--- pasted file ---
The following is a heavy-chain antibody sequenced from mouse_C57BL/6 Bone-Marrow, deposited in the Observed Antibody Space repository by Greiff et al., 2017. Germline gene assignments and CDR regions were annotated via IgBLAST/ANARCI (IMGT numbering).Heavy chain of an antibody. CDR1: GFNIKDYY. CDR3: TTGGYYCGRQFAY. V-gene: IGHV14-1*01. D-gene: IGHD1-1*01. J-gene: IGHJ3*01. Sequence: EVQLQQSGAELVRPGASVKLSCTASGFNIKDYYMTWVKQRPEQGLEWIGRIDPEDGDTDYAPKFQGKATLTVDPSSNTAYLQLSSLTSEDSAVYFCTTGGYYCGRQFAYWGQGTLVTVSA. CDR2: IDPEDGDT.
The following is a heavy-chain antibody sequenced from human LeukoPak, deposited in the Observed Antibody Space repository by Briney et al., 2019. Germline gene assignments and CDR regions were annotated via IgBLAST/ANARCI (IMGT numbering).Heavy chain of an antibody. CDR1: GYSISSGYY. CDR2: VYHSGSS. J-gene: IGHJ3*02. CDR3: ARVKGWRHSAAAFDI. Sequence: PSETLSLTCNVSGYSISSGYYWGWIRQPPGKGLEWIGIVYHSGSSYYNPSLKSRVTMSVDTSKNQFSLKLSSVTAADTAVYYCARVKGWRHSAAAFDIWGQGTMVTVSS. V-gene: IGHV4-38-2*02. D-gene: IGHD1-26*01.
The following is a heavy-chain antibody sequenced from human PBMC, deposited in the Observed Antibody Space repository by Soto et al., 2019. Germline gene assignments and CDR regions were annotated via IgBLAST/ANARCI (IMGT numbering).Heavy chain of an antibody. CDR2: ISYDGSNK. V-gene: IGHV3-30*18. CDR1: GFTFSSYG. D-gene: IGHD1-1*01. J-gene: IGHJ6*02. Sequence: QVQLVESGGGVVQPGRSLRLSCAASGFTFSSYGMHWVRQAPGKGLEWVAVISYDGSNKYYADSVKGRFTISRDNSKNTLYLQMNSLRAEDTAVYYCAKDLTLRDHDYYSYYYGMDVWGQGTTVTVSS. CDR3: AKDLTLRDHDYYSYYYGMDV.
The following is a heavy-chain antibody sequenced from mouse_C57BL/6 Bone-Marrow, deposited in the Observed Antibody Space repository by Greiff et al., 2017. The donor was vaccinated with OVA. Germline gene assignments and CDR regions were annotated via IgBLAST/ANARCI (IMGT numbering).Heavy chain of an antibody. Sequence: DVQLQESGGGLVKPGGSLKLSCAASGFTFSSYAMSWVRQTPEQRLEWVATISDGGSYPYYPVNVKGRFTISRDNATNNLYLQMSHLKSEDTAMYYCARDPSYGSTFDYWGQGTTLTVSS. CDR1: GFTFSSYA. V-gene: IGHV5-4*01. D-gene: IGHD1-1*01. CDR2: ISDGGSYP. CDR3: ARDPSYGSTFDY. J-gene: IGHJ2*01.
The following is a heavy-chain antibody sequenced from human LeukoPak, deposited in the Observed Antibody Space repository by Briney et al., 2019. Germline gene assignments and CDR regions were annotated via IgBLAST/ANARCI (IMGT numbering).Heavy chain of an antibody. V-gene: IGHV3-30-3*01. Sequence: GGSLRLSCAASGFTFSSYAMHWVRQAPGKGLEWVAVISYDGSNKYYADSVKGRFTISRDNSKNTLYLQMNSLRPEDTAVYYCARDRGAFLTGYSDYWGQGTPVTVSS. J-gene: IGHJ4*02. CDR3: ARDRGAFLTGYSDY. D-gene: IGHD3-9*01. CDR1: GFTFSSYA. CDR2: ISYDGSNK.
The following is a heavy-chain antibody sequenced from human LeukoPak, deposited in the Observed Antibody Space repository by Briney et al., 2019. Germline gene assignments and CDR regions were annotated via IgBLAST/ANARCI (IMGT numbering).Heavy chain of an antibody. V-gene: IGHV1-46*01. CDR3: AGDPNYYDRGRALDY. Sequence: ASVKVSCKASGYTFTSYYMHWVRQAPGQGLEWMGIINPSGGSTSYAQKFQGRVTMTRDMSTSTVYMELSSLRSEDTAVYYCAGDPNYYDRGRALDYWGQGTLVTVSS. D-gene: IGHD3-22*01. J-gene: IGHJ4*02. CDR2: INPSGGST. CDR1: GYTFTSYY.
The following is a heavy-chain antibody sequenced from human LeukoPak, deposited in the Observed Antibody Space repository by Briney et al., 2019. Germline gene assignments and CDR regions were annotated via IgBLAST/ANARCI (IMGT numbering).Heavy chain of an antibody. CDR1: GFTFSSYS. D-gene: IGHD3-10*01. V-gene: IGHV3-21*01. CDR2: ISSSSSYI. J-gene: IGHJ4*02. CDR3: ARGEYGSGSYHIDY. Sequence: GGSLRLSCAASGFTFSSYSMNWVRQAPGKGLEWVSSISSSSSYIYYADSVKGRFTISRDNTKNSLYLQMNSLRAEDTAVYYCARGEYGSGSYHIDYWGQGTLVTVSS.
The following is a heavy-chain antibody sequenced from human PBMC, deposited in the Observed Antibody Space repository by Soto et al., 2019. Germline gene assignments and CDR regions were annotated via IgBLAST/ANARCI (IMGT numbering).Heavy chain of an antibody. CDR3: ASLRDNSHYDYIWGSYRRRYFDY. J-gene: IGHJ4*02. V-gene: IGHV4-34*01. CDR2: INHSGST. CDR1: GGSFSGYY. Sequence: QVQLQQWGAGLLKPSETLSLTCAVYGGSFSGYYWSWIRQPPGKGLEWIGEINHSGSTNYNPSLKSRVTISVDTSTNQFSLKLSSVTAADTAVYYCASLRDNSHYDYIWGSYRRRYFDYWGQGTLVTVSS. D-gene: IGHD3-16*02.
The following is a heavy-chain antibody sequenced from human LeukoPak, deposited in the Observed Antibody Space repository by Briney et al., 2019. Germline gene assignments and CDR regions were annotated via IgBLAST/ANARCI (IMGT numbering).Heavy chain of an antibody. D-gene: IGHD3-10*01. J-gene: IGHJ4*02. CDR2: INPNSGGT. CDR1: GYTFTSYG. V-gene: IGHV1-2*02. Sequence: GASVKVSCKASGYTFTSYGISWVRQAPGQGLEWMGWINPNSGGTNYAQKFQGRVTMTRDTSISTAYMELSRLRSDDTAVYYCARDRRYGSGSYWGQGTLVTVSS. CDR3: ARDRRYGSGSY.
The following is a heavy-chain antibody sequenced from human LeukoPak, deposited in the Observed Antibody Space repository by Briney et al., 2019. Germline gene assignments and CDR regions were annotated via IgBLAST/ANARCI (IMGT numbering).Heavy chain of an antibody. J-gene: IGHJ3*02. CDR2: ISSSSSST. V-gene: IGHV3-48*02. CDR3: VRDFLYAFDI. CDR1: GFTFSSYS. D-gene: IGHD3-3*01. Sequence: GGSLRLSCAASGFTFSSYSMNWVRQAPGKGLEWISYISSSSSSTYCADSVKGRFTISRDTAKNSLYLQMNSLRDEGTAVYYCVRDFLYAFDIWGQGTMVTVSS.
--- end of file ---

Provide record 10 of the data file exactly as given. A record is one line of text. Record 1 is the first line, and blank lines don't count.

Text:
The following is a heavy-chain antibody sequenced from human LeukoPak, deposited in the Observed Antibody Space repository by Briney et al., 2019. Germline gene assignments and CDR regions were annotated via IgBLAST/ANARCI (IMGT numbering).Heavy chain of an antibody. J-gene: IGHJ3*02. CDR2: ISSSSSST. V-gene: IGHV3-48*02. CDR3: VRDFLYAFDI. CDR1: GFTFSSYS. D-gene: IGHD3-3*01. Sequence: GGSLRLSCAASGFTFSSYSMNWVRQAPGKGLEWISYISSSSSSTYCADSVKGRFTISRDTAKNSLYLQMNSLRDEGTAVYYCVRDFLYAFDIWGQGTMVTVSS.